In New England that year, summer yawned and tossed a lazy arm fall-ward, stretching deep into November. Halloween and Thanksgiving were warm enough to wear sweaters without jackets. The leaves fell just the same, leaving the landscape gaping and naked with nothing to fill it but the smoke from my cigarettes.
“I’m not tired.” Andrew said.
We were married seven years that fall, but it felt like one long ribbon of time, peppered with Christmases, Easters, and birthdays. A therapist friend of mine once asked us to describe our relationship in one word. I chose easy, he chose simple. We’d been trying to get pregnant for three of those years. This time, we thought, it will happen.
And so we stayed up late to make love on a torn blanket on the back porch, sucking whatever we could from the last of the warm days. I watched over his shoulder as two airplanes floated like blown bubbles, silent and graceful, through a cloudless sky. He collapsed into me, a tumble of tired bones, inhaling, exhaling, inhaling, until the sweat dried from our skin, and the chill dragged its sinewy fingers up our spines.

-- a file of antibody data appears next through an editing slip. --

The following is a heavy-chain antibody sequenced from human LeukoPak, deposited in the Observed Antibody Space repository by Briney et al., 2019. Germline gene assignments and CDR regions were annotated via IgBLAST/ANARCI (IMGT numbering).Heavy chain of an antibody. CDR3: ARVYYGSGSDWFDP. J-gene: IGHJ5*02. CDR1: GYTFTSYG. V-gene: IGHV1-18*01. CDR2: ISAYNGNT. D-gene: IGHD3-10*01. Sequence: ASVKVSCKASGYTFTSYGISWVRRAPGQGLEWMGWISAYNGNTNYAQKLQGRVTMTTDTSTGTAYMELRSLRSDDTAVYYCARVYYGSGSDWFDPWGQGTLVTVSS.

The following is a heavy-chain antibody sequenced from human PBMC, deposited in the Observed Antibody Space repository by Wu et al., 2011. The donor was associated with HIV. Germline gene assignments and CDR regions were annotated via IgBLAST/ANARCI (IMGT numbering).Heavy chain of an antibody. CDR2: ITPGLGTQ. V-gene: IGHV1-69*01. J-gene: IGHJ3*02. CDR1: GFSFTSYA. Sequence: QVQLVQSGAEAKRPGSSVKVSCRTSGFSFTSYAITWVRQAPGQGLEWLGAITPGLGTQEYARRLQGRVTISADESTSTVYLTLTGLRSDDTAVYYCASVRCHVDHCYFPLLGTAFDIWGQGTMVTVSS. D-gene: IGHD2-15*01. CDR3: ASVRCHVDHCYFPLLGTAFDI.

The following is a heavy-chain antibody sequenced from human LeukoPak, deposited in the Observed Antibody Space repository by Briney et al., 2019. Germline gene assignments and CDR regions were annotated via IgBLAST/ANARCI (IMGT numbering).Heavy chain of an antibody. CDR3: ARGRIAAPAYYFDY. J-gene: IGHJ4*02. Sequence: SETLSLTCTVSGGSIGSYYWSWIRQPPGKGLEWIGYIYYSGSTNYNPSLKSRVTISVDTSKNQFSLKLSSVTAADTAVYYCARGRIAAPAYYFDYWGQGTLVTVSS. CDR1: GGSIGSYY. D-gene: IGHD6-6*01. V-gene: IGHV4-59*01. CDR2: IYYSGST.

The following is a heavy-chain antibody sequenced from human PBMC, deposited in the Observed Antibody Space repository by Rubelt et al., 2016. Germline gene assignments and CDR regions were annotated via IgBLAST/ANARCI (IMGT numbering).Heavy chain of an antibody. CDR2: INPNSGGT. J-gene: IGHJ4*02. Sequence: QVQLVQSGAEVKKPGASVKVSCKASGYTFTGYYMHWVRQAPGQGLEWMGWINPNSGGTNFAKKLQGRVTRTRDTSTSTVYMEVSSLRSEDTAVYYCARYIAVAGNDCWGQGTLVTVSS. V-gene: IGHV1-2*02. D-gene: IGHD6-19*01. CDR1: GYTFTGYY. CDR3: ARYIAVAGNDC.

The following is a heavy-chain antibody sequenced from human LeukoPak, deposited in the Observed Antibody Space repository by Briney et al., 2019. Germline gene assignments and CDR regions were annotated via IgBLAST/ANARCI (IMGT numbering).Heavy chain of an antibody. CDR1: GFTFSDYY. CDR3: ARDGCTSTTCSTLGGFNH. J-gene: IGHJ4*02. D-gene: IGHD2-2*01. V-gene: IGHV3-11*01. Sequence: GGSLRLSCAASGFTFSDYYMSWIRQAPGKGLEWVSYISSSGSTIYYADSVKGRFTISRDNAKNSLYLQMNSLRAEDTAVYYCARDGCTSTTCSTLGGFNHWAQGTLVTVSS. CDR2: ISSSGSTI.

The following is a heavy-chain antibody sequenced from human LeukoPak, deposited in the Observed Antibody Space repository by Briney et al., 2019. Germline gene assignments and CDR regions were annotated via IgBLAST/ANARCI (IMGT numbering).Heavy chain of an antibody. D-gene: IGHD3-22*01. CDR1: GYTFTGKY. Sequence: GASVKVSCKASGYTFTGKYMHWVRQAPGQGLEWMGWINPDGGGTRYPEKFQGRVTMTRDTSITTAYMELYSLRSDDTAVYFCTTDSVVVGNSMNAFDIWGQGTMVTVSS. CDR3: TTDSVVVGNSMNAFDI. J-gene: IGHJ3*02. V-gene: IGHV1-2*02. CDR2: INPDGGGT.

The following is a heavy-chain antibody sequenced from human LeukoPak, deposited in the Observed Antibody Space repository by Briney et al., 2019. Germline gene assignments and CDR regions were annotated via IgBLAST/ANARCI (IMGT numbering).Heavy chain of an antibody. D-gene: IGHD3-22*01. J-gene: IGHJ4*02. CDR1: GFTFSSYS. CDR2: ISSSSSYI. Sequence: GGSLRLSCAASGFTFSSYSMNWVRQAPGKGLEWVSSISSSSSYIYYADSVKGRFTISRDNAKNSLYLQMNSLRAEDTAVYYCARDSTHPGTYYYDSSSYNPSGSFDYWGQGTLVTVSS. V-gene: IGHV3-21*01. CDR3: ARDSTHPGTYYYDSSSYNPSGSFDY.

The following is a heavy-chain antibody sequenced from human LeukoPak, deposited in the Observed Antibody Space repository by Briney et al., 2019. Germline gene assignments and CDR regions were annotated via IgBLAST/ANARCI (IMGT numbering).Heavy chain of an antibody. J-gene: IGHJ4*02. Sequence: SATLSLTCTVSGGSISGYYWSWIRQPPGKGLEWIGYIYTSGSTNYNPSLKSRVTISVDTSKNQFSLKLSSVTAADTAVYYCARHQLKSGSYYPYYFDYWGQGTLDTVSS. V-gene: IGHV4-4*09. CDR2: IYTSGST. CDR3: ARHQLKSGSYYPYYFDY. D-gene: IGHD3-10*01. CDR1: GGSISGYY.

Afterward, he sketched me. He sketched me reaching for a juice glass, smoking a cigarette, sleeping. He sketched me waiting for the bath to fill, sitting on the edge of the tub, two fingers testing the water. He filled a whole book of me doing nothing, smiling, living. When I grew tired of being drawn, we laid back down on the blanket.
“Do you know yet?” he asked.
“We’ll know in a few weeks.”
“What’s does your gut say?”
He rested his hands on my stomach. I shivered.
Two months later, we would lose that baby. I would find a blossom of blood, rose-red in my underwear, and Andrew would come home to the smell of bleach and find me soaking them in the bathroom sink. He would stand in the doorway, his mouth a perfect “o” and say “Oh honey, oh honey” over and over until it sounded like heavy breathing.
I would say “Fuck. Fuck,” because it felt good. He would go into the kitchen to call the doctor, and I would sit on the edge of the bed to cry. There are no sketches of me then.
But this was before.
Before, when he had his hand on my stomach and it was black with ink, and I stared up at a cloudless sky, pregnant with stars, buzzing with life.